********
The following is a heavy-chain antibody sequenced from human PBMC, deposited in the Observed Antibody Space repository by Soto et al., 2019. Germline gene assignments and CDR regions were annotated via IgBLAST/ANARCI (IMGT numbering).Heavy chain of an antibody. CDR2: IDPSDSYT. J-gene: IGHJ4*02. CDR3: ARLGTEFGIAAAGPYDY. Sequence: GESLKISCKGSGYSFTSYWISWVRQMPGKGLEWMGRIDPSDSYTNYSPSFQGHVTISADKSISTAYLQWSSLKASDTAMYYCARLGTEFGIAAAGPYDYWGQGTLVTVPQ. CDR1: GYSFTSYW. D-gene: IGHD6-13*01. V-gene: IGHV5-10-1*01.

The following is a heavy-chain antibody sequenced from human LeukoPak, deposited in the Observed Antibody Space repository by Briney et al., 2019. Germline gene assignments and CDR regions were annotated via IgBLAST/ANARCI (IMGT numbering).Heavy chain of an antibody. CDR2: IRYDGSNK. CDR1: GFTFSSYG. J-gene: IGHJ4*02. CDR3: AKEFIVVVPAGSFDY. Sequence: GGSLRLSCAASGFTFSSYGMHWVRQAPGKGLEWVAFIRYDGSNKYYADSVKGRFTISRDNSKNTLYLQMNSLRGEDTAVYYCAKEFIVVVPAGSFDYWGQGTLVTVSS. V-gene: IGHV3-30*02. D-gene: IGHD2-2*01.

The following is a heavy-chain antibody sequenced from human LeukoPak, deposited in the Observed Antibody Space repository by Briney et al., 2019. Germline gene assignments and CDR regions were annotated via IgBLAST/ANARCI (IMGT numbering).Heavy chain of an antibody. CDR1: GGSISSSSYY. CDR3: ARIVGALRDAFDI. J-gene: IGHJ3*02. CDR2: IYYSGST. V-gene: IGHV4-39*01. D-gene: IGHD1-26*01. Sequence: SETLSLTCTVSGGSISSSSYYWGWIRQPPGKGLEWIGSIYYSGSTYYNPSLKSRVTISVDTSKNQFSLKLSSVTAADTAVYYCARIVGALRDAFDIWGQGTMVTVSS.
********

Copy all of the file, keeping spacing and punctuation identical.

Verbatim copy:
The following is a heavy-chain antibody sequenced from human PBMC, deposited in the Observed Antibody Space repository by Soto et al., 2019. Germline gene assignments and CDR regions were annotated via IgBLAST/ANARCI (IMGT numbering).Heavy chain of an antibody. CDR2: IDPSDSYT. J-gene: IGHJ4*02. CDR3: ARLGTEFGIAAAGPYDY. Sequence: GESLKISCKGSGYSFTSYWISWVRQMPGKGLEWMGRIDPSDSYTNYSPSFQGHVTISADKSISTAYLQWSSLKASDTAMYYCARLGTEFGIAAAGPYDYWGQGTLVTVPQ. CDR1: GYSFTSYW. D-gene: IGHD6-13*01. V-gene: IGHV5-10-1*01.

The following is a heavy-chain antibody sequenced from human LeukoPak, deposited in the Observed Antibody Space repository by Briney et al., 2019. Germline gene assignments and CDR regions were annotated via IgBLAST/ANARCI (IMGT numbering).Heavy chain of an antibody. CDR2: IRYDGSNK. CDR1: GFTFSSYG. J-gene: IGHJ4*02. CDR3: AKEFIVVVPAGSFDY. Sequence: GGSLRLSCAASGFTFSSYGMHWVRQAPGKGLEWVAFIRYDGSNKYYADSVKGRFTISRDNSKNTLYLQMNSLRGEDTAVYYCAKEFIVVVPAGSFDYWGQGTLVTVSS. V-gene: IGHV3-30*02. D-gene: IGHD2-2*01.

The following is a heavy-chain antibody sequenced from human LeukoPak, deposited in the Observed Antibody Space repository by Briney et al., 2019. Germline gene assignments and CDR regions were annotated via IgBLAST/ANARCI (IMGT numbering).Heavy chain of an antibody. CDR1: GGSISSSSYY. CDR3: ARIVGALRDAFDI. J-gene: IGHJ3*02. CDR2: IYYSGST. V-gene: IGHV4-39*01. D-gene: IGHD1-26*01. Sequence: SETLSLTCTVSGGSISSSSYYWGWIRQPPGKGLEWIGSIYYSGSTYYNPSLKSRVTISVDTSKNQFSLKLSSVTAADTAVYYCARIVGALRDAFDIWGQGTMVTVSS.